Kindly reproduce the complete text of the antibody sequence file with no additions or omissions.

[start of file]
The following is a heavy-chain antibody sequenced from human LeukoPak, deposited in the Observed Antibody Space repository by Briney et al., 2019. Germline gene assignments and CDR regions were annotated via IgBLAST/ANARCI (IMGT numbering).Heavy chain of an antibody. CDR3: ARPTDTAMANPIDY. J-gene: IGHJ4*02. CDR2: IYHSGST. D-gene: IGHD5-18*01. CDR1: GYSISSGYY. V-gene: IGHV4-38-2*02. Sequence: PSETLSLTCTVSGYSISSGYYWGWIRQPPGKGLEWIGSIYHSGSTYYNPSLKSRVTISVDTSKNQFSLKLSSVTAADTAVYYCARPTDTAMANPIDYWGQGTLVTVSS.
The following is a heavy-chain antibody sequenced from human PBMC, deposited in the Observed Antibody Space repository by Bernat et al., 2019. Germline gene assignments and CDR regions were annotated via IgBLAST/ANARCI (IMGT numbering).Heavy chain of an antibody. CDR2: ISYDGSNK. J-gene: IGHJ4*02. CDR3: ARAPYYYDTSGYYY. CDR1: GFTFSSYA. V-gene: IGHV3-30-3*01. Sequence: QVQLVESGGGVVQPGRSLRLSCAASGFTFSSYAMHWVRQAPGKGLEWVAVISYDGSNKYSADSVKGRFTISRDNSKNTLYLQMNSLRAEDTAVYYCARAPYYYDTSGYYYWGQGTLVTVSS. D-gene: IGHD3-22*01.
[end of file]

The following is a heavy-chain antibody sequenced from human LeukoPak, deposited in the Observed Antibody Space repository by Briney et al., 2019. Germline gene assignments and CDR regions were annotated via IgBLAST/ANARCI (IMGT numbering).Heavy chain of an antibody. CDR3: ARPTDTAMANPIDY. J-gene: IGHJ4*02. CDR2: IYHSGST. D-gene: IGHD5-18*01. CDR1: GYSISSGYY. V-gene: IGHV4-38-2*02. Sequence: PSETLSLTCTVSGYSISSGYYWGWIRQPPGKGLEWIGSIYHSGSTYYNPSLKSRVTISVDTSKNQFSLKLSSVTAADTAVYYCARPTDTAMANPIDYWGQGTLVTVSS.
The following is a heavy-chain antibody sequenced from human PBMC, deposited in the Observed Antibody Space repository by Bernat et al., 2019. Germline gene assignments and CDR regions were annotated via IgBLAST/ANARCI (IMGT numbering).Heavy chain of an antibody. CDR2: ISYDGSNK. J-gene: IGHJ4*02. CDR3: ARAPYYYDTSGYYY. CDR1: GFTFSSYA. V-gene: IGHV3-30-3*01. Sequence: QVQLVESGGGVVQPGRSLRLSCAASGFTFSSYAMHWVRQAPGKGLEWVAVISYDGSNKYSADSVKGRFTISRDNSKNTLYLQMNSLRAEDTAVYYCARAPYYYDTSGYYYWGQGTLVTVSS. D-gene: IGHD3-22*01.